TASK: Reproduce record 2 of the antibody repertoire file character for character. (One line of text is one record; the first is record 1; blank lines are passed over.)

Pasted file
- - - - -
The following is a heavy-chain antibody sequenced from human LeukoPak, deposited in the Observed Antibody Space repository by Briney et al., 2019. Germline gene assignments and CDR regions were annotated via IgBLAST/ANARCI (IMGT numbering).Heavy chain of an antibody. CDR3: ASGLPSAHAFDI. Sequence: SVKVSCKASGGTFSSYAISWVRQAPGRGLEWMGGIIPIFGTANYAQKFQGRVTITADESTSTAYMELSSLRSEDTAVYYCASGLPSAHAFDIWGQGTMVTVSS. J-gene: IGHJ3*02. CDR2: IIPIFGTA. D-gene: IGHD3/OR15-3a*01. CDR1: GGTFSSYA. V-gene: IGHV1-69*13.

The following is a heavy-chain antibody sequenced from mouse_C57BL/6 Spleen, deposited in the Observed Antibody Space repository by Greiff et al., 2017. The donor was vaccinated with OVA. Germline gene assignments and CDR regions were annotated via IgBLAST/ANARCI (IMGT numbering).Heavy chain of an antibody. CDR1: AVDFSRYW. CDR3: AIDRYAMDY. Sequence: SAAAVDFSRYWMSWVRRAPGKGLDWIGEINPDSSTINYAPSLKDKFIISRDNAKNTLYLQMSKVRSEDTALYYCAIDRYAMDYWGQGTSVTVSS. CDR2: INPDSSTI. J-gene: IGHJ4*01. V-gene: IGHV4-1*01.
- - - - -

The following is a heavy-chain antibody sequenced from mouse_C57BL/6 Spleen, deposited in the Observed Antibody Space repository by Greiff et al., 2017. The donor was vaccinated with OVA. Germline gene assignments and CDR regions were annotated via IgBLAST/ANARCI (IMGT numbering).Heavy chain of an antibody. CDR1: AVDFSRYW. CDR3: AIDRYAMDY. Sequence: SAAAVDFSRYWMSWVRRAPGKGLDWIGEINPDSSTINYAPSLKDKFIISRDNAKNTLYLQMSKVRSEDTALYYCAIDRYAMDYWGQGTSVTVSS. CDR2: INPDSSTI. J-gene: IGHJ4*01. V-gene: IGHV4-1*01.